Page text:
Lewis says this may come from holding expectations of what certain family members – the father, the mother, the sibling, the aunt – are supposed to act like as well.
#6 – Simply Say, “You may be right.”
If you run into a situation where someone is not budging, an easy way to dissuade the conversation is to simply say, “You may be right.” It’s a good way to end a conversation before conflict erupts.
#1 – Calm Your Own System
This is Lewis’s version of the old “count to ten” when you feel yourself getting mad or upset. “Our first inclination is to do that flight or fight,” say Lewis. “We are responsible for our emotional and our physiological responses. This is a great time to keep your mouth closed – rehashing just exacerbates your own response.”
Instead, breathe, don’t retell the story in your head or to another family member, where you are likely to either make yourself the victim, the warrior or the angel.
3 Golden Questions for Resolving Conflict
What’s your greatest concern?
What do you most want me to understand?
What do you most want to have happen?
#2 – Get Curious Again
“If I am telling the story in such a way that I am the victim, warrior or martyr, I am making myself either superior or inferior to the people who just want to love me,” Lewis explains. This doesn’t make it easier on anyone.
Instead, we need to get curious and find out why someone is saying what they are saying. Are they saying it just to get a rise out of you? “We need to tell ourselves, ‘I am adult, I am equal and I am capable of having a conversation with someone with a differing opinion using respect and dignity,’” she explains.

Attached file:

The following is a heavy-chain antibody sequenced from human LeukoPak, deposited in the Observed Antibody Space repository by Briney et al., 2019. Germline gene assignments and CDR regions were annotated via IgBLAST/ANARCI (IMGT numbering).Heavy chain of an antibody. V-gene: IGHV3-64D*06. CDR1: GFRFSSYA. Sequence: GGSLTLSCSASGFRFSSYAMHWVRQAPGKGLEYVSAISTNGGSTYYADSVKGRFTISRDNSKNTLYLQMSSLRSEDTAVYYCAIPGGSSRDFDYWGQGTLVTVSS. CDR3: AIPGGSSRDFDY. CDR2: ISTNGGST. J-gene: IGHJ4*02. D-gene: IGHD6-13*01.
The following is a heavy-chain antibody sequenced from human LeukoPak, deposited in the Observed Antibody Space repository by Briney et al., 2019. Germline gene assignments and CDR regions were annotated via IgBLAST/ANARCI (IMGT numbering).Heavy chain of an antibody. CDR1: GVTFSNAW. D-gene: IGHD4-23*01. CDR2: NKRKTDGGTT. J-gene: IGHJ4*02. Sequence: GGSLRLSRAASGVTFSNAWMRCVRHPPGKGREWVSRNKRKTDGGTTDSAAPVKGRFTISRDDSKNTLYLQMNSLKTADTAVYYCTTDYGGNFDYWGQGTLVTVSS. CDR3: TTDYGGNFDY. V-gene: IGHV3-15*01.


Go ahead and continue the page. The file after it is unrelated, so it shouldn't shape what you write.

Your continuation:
#3 – Ask if They Are Willing to Converse
Lewis suggests saying something like, “We clearly have a different opinion, but I have a lot of faith in your ability to have this conversation with me, are you up for that?” And then actually having the conversation where both sides show respect and you genuinely ask them where their opinions are coming from.
#4 – Acknowledge Your Part
This means stepping up and saying when you’ve wronged the other person. For example, if you already flew of the handle, you need to own up. “You need to say something like, “I was feeling hurt and I ended up trying to put myself above you and that’s not right, can I try again?’” explains Lewis. “Every time we role model this, we are giving the other person a chance to step up and do the same. We have to claim our own responsibility in the conflict.”
#5 – Love in Action
This means doing something like shoveling the driveway or the washing dishes to show you love your family. “Some sort of love in action can go along way for some people to resolve or prevent conflict. There are times when some are not willing to have a direct conversation or have avoidance strategies and these are things that Lewis says we should honor. Instead, look for ways to perform love in action.
Going for a meditative walk, going to the gym or doing yoga are also a great way to take a break if needed. And remember, at the end, you will be going home – a reminder that can keep you calm.
Above all, Lewis says to remember that your family is trying to check if you are happy, safe and loved. If you can come to your family gatherings, secure in your beliefs, willing to listen to what interests them and able to be respectful, your family time will be much more enjoyable, not just for you but for anyone under the roof.